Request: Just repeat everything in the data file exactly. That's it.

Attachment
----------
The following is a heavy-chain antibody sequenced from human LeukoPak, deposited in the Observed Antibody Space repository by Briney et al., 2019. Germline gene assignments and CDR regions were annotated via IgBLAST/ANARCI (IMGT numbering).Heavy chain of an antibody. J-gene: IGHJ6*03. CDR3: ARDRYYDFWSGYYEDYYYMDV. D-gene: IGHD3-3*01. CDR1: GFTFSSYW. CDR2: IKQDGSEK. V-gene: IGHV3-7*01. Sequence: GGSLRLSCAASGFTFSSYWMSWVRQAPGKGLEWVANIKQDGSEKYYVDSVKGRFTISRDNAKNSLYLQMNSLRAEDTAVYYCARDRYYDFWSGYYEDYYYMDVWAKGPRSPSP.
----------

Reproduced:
The following is a heavy-chain antibody sequenced from human LeukoPak, deposited in the Observed Antibody Space repository by Briney et al., 2019. Germline gene assignments and CDR regions were annotated via IgBLAST/ANARCI (IMGT numbering).Heavy chain of an antibody. J-gene: IGHJ6*03. CDR3: ARDRYYDFWSGYYEDYYYMDV. D-gene: IGHD3-3*01. CDR1: GFTFSSYW. CDR2: IKQDGSEK. V-gene: IGHV3-7*01. Sequence: GGSLRLSCAASGFTFSSYWMSWVRQAPGKGLEWVANIKQDGSEKYYVDSVKGRFTISRDNAKNSLYLQMNSLRAEDTAVYYCARDRYYDFWSGYYEDYYYMDVWAKGPRSPSP.